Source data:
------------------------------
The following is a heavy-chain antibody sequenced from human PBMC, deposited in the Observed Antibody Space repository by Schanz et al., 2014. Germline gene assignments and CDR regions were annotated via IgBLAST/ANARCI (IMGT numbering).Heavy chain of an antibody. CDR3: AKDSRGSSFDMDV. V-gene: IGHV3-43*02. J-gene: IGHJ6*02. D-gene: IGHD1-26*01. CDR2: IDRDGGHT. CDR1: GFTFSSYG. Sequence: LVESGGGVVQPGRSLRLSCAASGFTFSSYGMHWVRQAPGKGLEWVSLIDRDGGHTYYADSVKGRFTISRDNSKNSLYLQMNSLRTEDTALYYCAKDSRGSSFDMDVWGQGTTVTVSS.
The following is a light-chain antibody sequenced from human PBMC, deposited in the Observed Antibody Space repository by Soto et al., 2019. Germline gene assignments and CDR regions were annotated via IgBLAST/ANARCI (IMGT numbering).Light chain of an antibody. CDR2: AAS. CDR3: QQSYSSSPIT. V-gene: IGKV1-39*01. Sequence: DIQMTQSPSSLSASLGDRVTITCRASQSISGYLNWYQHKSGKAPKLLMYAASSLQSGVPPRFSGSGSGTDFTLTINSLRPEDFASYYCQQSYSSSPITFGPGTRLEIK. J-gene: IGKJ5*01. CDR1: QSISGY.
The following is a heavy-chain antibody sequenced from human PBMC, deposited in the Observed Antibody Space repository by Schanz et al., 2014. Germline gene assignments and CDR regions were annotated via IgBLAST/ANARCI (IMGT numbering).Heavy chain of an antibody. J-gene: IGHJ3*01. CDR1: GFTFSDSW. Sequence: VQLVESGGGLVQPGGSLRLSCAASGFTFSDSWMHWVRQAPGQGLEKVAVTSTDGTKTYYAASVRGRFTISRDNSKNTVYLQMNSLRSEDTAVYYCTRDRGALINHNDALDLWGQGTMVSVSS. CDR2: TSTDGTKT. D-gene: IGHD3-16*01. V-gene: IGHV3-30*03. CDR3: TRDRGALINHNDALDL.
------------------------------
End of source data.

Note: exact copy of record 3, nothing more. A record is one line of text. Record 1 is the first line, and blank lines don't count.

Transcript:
The following is a heavy-chain antibody sequenced from human PBMC, deposited in the Observed Antibody Space repository by Schanz et al., 2014. Germline gene assignments and CDR regions were annotated via IgBLAST/ANARCI (IMGT numbering).Heavy chain of an antibody. J-gene: IGHJ3*01. CDR1: GFTFSDSW. Sequence: VQLVESGGGLVQPGGSLRLSCAASGFTFSDSWMHWVRQAPGQGLEKVAVTSTDGTKTYYAASVRGRFTISRDNSKNTVYLQMNSLRSEDTAVYYCTRDRGALINHNDALDLWGQGTMVSVSS. CDR2: TSTDGTKT. D-gene: IGHD3-16*01. V-gene: IGHV3-30*03. CDR3: TRDRGALINHNDALDL.